Dr Babitsch states: “The use of professional interpreters for improved communication and the training of medical staff for improved intercultural competence are essential for the provision of adequate health care in a multicultural setting.”

Read more > EurekAlert

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How Diversity and Social Cohesion are Being Privatized by Politicians

How Diversity and Social Cohesion are Being Privatized by Politicians

With the final nails being beaten into the coffin of multiculturalism and politicians seemingly unable to grapple with its complexities, will we see the private sector taking ownership?

I think most people would agree that 2016 was full-on in terms of major events that are shaping our world. Some shook the world and will continue to do so in the coming years.   

Although there is much to be concerned about in the future, whether it’s the environment or the economy, one area that particularly worries me is the rise in xenophobia, the subtle racism that has bled into our media outlets and politics and the backlash against multiculturalism.

The voices grow louder and more confident daily…begging the question, who is doing what to counter this? Some elements of the media seem unfettered in the blatant divisiveness.

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Is Unconscious Bias Holding Back Business Growth?

Is Unconscious Bias Holding Back Business Growth?

One of my colleagues recently caused a rather difficult situation when he unwittingly fell victim to his unconscious bias.

My colleague and I were talking to a client regarding the need for intercultural leadership training for their CEO based in the Middle East.

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Hyatt Join the Battle for Cultural Diversity with New Marketing Campaign

Hyatt Join the Battle for Cultural Diversity with New Marketing Campaign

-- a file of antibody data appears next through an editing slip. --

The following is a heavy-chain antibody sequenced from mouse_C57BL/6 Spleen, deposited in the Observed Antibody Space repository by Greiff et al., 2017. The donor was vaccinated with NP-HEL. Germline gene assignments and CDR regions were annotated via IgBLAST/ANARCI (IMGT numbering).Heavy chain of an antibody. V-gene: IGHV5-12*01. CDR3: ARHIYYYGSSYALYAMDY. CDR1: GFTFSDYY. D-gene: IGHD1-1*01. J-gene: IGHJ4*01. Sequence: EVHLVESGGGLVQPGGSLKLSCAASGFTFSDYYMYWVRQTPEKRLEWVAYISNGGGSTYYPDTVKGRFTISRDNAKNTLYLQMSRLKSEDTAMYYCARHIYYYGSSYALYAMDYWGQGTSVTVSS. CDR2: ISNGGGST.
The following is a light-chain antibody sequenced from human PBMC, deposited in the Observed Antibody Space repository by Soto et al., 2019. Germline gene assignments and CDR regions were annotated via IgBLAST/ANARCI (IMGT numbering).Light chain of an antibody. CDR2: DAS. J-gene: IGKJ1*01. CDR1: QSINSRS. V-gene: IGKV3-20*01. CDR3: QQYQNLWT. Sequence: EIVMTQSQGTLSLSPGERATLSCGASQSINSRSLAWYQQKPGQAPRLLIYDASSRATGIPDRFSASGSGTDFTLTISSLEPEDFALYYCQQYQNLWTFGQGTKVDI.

I recently penned some musings about the privitization of cultural diversity in a blog post; the central theme being that politics and politicians don't know how to handle the boiling hot potato that is multiculturalism. The result, I predict, will be the private sector championing cultural diversity and multiculturalism with the politicians glady handing responsibility over.

To summarise the blog, I believe the private sector see the failings of politicians to positively engage and counteract the harmful anti-difference agenda as bad for business.

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‘Foreigners’: Tebbit's Language is a Dying Relic of the Past

‘Foreigners’: Tebbit's Language is a Dying Relic of the Past

Seriously, who uses the word ‘foreigners’ as a brush reference to the diverse nationalities living in and beyond the borders of the UK? This word surely is a relic? Something from the past? 

Sitting on my perch last night in my normal nightly semi-comatose state after a hard day's work in front of the TV,  I was aroused from my stupor by the following reaction of Norman Tebbit when discussing the right of EU nationals to remain in the UK post Brexit:

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Why has Diversity become a CEO-level Strategic Concern?

Why has Diversity become a CEO-level Strategic Concern?

Research from Deloitte finds that diversity and inclusion in the workplace are now leadership-level issues, central to future growth and security.

Findings from the firm's 2017 Global Human Capital Trends report suggest that diversity has moved away from a predominantly HR-focused, "check box ticking" initiative to one of key strategic importance at CEO-level.

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Beware of Jews. The End of Multiculturalism?

Beware of Jews. The End of Multiculturalism?

A warning sign with the silhouette of an Orthodox Jewish man wearing a traditional 'Fedora' hat has been found on a lamp-post in north London amid one of the largest Hasidic communities in Europe.

 

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More Countries Identifying with Multiculturalism and Diversity

More Countries Identifying with Multiculturalism and Diversity

“How would you explain your country's culture to someone who isn’t at all familiar with it?”

This was the question posed by OdinText to more than 15,500 people across the globe in the hope of finding some insights into cultural differences or similarities.

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Cultural Diversity Explains Why Americans Smile So Much

Cultural Diversity Explains Why Americans Smile So Much

Researchers believe they have finally discovered why the wide, white-teethed smile is so important in American culture - immigrants and cultural diversity.

Across different cultures, a smile can mean many things. In more expressive cultures such as the USA, where showing emotions is not necessarily a bad thing, and in which hierarchy and social differences are less acute, the smile is a lot more common.